Stellantis (STLA) and General Motors (GM) hit with $363M in penalties for fuel economy violations
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An exclusive story by Reuters on Friday revealed that Stellantis (NYSE: STLA) and General Motors (NYSE: GM) have paid a combined sum of $363 million in civil penalties. These penalties were imposed due to their failure to meet the fuel economy standards set by the United States for previous model years.
According to the National Highway Traffic Safety Administration (NHTSA), which administers the Corporate Average Fuel Economy (CAFE) program, the record-setting penalties include $235.5 million for Stellantis for the 2018 and 2019 model years and $128.2 million for GM covering 2016 and 2017.
Stellantis, the parent company of Chrysler, Fiat, Peugeot and other brands, said the penalty "reflects past performance recorded before the formation of Stellantis, and is not indicative of the company’s direction."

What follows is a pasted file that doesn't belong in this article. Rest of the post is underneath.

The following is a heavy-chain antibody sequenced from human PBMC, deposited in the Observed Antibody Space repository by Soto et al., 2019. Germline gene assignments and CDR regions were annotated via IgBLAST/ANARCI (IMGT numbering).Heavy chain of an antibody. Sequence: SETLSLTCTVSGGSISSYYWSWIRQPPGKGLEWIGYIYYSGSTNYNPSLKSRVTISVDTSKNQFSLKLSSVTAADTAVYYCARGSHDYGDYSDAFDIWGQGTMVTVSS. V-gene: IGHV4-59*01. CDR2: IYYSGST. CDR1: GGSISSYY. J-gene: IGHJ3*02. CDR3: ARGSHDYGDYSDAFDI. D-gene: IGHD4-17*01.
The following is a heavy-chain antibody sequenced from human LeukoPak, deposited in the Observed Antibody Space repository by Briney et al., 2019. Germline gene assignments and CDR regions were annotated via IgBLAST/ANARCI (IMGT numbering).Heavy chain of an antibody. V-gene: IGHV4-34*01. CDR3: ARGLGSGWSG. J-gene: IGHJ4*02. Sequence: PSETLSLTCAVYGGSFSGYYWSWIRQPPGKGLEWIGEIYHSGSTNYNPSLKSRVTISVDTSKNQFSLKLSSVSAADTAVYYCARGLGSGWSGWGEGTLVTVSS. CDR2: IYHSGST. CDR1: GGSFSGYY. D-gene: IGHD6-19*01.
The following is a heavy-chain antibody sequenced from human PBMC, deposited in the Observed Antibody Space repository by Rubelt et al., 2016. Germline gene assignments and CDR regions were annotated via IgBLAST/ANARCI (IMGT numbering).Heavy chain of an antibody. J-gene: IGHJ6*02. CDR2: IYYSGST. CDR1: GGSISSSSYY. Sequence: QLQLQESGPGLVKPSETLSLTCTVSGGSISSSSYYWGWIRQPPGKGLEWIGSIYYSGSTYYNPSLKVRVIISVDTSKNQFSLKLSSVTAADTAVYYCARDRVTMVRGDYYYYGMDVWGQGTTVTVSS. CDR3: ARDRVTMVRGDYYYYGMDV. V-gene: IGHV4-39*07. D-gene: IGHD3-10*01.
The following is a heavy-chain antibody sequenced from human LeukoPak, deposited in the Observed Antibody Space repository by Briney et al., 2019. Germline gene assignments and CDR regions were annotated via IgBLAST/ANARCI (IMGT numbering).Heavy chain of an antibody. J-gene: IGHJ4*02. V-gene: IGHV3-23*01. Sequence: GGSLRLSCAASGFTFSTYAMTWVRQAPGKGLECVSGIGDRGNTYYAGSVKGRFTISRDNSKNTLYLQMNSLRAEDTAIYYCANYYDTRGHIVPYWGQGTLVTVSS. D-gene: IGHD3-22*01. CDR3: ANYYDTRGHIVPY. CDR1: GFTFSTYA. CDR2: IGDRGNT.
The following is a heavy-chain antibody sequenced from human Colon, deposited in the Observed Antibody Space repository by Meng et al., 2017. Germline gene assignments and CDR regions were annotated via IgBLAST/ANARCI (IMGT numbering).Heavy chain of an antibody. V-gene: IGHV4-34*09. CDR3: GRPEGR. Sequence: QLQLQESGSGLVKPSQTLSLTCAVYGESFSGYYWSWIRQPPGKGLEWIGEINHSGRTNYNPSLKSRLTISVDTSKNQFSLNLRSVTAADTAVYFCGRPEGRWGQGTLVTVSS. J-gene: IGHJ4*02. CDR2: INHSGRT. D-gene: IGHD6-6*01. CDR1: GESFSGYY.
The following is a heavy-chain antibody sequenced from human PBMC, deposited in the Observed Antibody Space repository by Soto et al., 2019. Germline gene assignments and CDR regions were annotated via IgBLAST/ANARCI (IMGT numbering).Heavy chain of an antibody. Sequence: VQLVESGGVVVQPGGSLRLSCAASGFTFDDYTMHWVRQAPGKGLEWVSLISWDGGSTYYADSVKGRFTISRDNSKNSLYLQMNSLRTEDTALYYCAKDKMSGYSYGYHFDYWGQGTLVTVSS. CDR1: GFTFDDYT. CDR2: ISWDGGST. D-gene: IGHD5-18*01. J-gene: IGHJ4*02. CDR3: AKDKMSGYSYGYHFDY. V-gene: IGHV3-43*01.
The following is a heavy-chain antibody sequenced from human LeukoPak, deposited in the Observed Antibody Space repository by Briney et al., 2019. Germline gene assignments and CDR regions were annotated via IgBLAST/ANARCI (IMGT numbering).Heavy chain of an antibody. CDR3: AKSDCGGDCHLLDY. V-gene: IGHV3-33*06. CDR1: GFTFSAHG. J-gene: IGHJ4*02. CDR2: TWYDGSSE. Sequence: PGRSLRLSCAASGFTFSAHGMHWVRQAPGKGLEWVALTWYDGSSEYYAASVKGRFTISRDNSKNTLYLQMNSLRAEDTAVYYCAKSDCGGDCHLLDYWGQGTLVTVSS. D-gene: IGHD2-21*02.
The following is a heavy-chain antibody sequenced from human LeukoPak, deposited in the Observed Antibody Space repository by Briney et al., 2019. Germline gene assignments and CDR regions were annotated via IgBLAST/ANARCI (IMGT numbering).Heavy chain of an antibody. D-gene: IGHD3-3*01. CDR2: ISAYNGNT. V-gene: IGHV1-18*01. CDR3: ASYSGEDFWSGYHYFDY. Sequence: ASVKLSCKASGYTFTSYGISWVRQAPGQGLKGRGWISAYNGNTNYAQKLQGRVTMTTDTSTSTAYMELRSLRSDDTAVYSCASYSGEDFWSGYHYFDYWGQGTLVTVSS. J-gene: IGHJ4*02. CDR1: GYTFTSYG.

GM said Friday as "we work towards the goal of a zero-emissions future, we may use a combination of credits from prior model years, expected credits from future model years, credits obtained from other manufacturers, and payment of civil penalties to comply with increasingly stringent CAFE regulations."
In the 40-year history of the CAFE program, General Motors had never paid a fine before. Initially, the company had intended to utilize credits to fulfill its compliance gap, but the NHTSA said that the automaker chose to pay penalties instead.
Back in March 2022, the NHTSA reinstated a sharp increase in penalties for automakers whose vehicles do not meet fuel efficiency requirements for 2019 and beyond. For the years 2019 to 2021, the fine has jumped to $14 (previously $5.50) for every 0.1 mile per gallon that new vehicles fall short of the required fuel-economy standards. This multiplied by the number of non-complying vehicles sold. And for the 2022 model year, the penalty has gone up even more to $15.
In April 2022, NHTSA raised fuel efficiency requirements by 8% for both the 2024 and 2025 model years and 10% in 2026.
Automakers whose vehicles achieve higher fuel economy than required can sell credits to automakers that do not meet CAFE rules.
Shares of STLA and GM are up 2.45% and 3.89% respectively in mid-day trading on Friday.
By Michael Elkins | [email protected]
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